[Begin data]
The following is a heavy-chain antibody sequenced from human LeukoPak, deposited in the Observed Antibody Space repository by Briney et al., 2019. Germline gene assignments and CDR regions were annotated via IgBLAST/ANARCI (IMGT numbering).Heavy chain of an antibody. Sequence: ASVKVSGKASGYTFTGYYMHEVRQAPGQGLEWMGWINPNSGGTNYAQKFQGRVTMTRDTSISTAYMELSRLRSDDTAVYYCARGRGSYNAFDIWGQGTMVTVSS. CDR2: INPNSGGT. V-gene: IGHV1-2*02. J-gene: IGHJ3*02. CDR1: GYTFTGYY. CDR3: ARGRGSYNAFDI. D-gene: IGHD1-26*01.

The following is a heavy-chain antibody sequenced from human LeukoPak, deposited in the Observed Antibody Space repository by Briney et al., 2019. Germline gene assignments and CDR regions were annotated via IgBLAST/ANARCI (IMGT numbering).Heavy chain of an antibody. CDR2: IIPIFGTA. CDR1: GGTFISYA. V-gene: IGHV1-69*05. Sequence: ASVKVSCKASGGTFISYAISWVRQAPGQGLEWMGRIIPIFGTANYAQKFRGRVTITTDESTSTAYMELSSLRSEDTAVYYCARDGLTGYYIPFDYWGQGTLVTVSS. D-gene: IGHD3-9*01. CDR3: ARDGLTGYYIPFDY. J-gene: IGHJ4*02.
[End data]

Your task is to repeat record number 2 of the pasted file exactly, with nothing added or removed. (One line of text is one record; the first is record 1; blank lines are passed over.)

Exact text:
The following is a heavy-chain antibody sequenced from human LeukoPak, deposited in the Observed Antibody Space repository by Briney et al., 2019. Germline gene assignments and CDR regions were annotated via IgBLAST/ANARCI (IMGT numbering).Heavy chain of an antibody. CDR2: IIPIFGTA. CDR1: GGTFISYA. V-gene: IGHV1-69*05. Sequence: ASVKVSCKASGGTFISYAISWVRQAPGQGLEWMGRIIPIFGTANYAQKFRGRVTITTDESTSTAYMELSSLRSEDTAVYYCARDGLTGYYIPFDYWGQGTLVTVSS. D-gene: IGHD3-9*01. CDR3: ARDGLTGYYIPFDY. J-gene: IGHJ4*02.